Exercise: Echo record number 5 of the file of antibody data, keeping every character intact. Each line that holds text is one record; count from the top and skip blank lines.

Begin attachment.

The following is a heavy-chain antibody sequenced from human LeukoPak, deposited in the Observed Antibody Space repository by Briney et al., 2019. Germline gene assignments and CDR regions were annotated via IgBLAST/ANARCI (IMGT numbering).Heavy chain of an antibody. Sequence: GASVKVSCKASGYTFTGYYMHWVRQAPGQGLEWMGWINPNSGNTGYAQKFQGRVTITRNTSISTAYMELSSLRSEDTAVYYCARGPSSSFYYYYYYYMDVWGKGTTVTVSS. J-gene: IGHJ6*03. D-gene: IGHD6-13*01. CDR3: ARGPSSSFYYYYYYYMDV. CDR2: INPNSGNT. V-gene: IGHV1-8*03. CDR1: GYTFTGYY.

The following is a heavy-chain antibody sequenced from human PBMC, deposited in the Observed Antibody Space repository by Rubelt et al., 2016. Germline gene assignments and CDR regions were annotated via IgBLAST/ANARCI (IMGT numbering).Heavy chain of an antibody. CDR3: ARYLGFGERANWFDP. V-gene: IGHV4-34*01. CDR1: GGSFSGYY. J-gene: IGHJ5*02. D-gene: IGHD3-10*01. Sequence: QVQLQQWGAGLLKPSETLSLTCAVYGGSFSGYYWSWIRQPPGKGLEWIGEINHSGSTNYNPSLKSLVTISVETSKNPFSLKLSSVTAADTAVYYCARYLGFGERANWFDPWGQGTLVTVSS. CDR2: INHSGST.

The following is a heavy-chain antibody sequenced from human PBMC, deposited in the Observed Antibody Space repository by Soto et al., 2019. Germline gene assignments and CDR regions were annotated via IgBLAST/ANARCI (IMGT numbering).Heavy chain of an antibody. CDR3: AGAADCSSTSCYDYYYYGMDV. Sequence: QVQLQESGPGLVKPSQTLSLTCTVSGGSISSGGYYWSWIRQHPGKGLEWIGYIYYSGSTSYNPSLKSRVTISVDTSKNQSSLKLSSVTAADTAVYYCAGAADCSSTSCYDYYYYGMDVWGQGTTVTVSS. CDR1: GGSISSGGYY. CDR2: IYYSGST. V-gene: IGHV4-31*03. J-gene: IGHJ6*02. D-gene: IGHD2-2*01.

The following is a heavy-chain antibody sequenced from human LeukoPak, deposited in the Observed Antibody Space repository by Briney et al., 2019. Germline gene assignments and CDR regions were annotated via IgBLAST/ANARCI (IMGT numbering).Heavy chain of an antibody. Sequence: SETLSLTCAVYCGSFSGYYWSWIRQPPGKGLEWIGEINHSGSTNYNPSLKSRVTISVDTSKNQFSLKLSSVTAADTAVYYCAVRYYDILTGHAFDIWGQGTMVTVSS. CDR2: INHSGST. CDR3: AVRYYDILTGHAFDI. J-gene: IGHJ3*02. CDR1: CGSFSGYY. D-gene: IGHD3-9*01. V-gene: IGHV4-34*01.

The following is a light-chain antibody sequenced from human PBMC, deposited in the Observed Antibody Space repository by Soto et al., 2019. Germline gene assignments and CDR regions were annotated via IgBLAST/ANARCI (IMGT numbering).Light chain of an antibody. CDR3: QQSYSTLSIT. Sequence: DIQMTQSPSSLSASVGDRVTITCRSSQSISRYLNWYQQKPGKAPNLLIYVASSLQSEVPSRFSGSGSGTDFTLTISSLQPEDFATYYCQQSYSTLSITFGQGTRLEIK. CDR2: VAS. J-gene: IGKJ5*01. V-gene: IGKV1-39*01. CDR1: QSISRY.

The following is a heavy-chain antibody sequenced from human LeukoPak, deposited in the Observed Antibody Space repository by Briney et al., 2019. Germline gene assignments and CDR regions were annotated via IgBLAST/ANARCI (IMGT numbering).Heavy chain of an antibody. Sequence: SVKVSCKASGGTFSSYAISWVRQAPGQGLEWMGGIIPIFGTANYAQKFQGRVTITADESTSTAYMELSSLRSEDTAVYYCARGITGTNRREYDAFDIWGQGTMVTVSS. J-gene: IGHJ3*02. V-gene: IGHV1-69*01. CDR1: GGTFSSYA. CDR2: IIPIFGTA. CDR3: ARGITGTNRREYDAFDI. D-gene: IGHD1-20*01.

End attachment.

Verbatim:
The following is a light-chain antibody sequenced from human PBMC, deposited in the Observed Antibody Space repository by Soto et al., 2019. Germline gene assignments and CDR regions were annotated via IgBLAST/ANARCI (IMGT numbering).Light chain of an antibody. CDR3: QQSYSTLSIT. Sequence: DIQMTQSPSSLSASVGDRVTITCRSSQSISRYLNWYQQKPGKAPNLLIYVASSLQSEVPSRFSGSGSGTDFTLTISSLQPEDFATYYCQQSYSTLSITFGQGTRLEIK. CDR2: VAS. J-gene: IGKJ5*01. V-gene: IGKV1-39*01. CDR1: QSISRY.